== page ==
Posted by John Riordan at 11:28 AM EDT
While a true story, the following contains what may very well be a bad idea... I have an external 250 GB hard drive that, as of a few days ago, would not spin up. Upon power up, it would make an short buzzing sound following by, click, click, click, click, click and so on. I tried disconnecting and reconnected it a few dozen times with different cables, different ports, different power supply. No luck. Finally, I decided to try freezing the drive by letting it sit on top of a large gel ice pack for 15 minutes. While still sitting on the ice pack, I powered it and it spun up on the first try! I then immediately began copying everything off the drive. The drive ran for about 3 hours while the ice pack slowly melted. Then it was back to click, click, click... I got the idea from here: http://www.macosxhints.com/article.php?story=2006110111270170
Posted by Charlotte Oliver at 02:51 PM EDT
Lately, there's been a lot of buzz in the VoIP community about high-definition telephony. The first time we heard about it, we all raised our eyebrows since high-definition is a term that gets overused in technology. But we're open-minded geeks, so we tried it...and it's really, really cool. The audio has so little distortion compared to a traditional telephony call that it's slightly unnerving at first because the vocal clarity approaches stereo quality. So what is it? High-definition telephony comes down to the G.722 codec. In pragmatic terms, the codec is responsible for the compression and decompression of the media stream (i.e., your voice) that comprises a VoIP phone call. One of the first things a SIP phone does when it talks to a SIP proxy is to negotiate which codecs both support so that when the media stream comes, it is compressed and decompressed at the same rate and overhead. G.722 is one of the most efficient codecs out there, so it does a very good job.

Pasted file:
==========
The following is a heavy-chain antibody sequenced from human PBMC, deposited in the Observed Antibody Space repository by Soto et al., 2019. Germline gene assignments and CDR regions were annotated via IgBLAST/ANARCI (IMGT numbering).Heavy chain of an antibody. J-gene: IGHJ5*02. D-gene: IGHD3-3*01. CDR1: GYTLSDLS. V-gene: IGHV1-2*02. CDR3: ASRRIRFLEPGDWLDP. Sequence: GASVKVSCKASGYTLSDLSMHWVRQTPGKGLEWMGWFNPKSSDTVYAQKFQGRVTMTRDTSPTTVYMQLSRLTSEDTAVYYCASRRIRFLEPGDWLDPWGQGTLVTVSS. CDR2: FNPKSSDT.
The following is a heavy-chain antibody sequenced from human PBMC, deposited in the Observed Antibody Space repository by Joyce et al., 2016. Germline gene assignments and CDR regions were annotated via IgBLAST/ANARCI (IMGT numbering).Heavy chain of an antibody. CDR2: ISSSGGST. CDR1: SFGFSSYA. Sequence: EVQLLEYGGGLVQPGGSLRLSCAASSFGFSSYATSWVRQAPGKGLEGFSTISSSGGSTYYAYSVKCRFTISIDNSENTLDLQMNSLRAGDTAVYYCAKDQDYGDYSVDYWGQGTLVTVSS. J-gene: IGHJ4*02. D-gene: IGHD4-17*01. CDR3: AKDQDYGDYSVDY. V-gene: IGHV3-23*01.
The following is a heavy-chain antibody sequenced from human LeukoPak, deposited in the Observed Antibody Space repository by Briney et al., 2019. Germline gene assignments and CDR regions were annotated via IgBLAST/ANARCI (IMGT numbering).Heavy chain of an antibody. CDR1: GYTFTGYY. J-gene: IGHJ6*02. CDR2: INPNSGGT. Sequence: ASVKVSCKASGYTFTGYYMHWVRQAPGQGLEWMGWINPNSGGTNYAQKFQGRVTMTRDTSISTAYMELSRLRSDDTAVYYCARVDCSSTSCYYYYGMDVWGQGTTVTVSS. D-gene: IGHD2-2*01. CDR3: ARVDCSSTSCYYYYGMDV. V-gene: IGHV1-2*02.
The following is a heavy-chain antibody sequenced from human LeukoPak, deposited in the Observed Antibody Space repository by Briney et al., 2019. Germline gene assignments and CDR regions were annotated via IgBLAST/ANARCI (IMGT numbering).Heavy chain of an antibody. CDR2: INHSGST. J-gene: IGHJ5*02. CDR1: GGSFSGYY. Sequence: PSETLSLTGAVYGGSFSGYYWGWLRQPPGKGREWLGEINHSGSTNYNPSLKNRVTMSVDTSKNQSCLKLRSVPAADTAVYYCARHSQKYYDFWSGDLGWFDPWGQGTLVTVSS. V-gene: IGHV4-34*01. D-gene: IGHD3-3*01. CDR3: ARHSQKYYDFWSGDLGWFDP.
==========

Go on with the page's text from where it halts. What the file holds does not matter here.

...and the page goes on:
Posted by Charlotte Oliver at 04:37 PM EDT
Some of you may have seen the press release from Microsoft announcing the release of the Response Point PBX and the role of Junction Networks as a preferred service provider. Our favorite write-up of the partnership was over at Asterisk VOIP News, though that may be because they included a glowing note from the editor about the reliability of our service. We tested the Response Point in our labs, of course, and found the setup to be almost ridiculously easy. The test network was set up and ready to go within 30 minutes of unpacking the box the system came in. Most of the Response Point customers that we've spoken to report a similar experience.
Posted by Erick J Johnson at 05:28 PM EDT
Did you know that Junction Networks has a public web service API available to any of our customers that exposes all of the pieces necessary to manage your own hosted PBX and PSTN gateway services? In fact our admin.onsip.com web administration portal has been built entirely on top of the very same API that is open and available to the public - this means any feature you see in our administration portal is potentially available for you to implement in your very own VoIP product.
Posted by Charlotte Oliver at 08:50 PM EDT
We've had a really busy week in the Junction Networks lab. We've started a testing program for some of the routers out on the market so that we can come up with some solid recommendations for routers that are known to work well with our network. (Alas, not all routers are created equally.) The main rule is that the router needs to not interfere with SIP. Specifically, we need routers that don't rewrite SIP packets, because we do a fair amount of work in learning about the network that a packet comes from in order to route and transfer calls properly.